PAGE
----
IPB 027: Life Insurance Policy Expense Comparison

business spreadsheet with percentages and red figures

 

In today's episode, we dipped into the mailbag and pulled out a question from one of you, our listeners. To be more precise, the question was part of a comment that was asked after episode 25 (Life Insurance as a Retirement Tool Part 1).

Kevin asked:

You guys touched on the expenses associated to the Life Insurance and how they compare to the other investment tools available.

Could you do a podcast elaborating the “researched” numbers comparison that was broadly talked about in this podcast? I understand your method is different from the vanilla type structured policy, but it would be even better if you can compare your structured policy’s expense to vanilla version policy’s expense to the common market based retirement account’s expense.

We thought this was a great question and is something that we've discussed privately at length. So, Brandon got to dust off Excel and get to work crunching numbers. He was excited to say the least.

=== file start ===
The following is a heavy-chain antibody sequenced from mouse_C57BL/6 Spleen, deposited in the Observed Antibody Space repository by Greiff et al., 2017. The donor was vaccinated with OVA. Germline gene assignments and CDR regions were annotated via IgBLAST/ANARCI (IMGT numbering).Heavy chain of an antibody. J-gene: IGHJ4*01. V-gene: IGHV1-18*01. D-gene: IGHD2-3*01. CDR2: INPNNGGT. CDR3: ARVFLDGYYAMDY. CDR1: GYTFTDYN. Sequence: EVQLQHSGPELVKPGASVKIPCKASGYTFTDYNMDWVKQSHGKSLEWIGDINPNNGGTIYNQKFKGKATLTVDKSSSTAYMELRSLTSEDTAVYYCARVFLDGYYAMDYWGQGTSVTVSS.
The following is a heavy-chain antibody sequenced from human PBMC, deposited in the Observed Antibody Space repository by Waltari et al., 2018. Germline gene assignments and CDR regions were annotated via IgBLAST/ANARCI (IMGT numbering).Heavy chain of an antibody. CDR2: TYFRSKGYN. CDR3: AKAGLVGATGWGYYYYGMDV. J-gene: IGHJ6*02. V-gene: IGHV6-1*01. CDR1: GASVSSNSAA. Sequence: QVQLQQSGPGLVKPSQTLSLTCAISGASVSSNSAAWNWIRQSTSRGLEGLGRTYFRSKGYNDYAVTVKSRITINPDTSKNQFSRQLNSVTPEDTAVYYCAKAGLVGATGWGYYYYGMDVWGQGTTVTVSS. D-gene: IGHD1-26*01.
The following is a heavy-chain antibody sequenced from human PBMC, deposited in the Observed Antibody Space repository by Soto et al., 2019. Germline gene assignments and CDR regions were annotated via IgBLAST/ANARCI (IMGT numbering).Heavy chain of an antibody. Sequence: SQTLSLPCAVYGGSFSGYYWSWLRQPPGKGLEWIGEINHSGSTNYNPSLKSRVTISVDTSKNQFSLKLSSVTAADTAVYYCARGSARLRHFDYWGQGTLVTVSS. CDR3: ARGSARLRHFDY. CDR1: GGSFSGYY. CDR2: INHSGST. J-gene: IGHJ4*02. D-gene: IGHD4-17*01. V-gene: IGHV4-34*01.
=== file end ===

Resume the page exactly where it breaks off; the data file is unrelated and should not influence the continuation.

What did he discover after plugging in all the numbers?

Listen to find out.

And we wouldn't be doing our job if we didn't encourage you to contact us if you'd like us to do some specific number crunching for your situation. Life insurance isn't always the best answer but often times it can be a piece of the puzzle.


2 Responses to “IPB 027: Life Insurance Policy Expense Comparison”

  1. Steven Chaves says:

    So your comparison was done on participating whole policies that where payable up to 65 or 100? How about 10 or 20 pay whole life policies. I am curious on that as my wife has 20 pay MassMutual.

    Thanks,

    • Brantley Whitley says:

      Hi Steven,

      Thanks for the question.

      It’s hard to answer your question directly as policy expenses are very much dependent on the initial policy design. To illustrate–you could compare a policy that is payable to 120 to a 10 pay and the expenses would differ very much depending upon the base policy-term-pua mix. However, it’s impossible to say which one would be less expensive unless we are comparing the same person, at the same company, with the same premium, paid over the same duration.

      In the case of Mass Mutual we’ve had cases where a 20 pay whole life was more advantageous than the L100 product (if we’re evaluating the IRR on cash). But for another person of different age, with a different premium, paying for a different duration, that may not be the case. It’s very much dependent on the variables.

      Not sure that provides any clarity to you but it’s a great thought exercise nonetheless.

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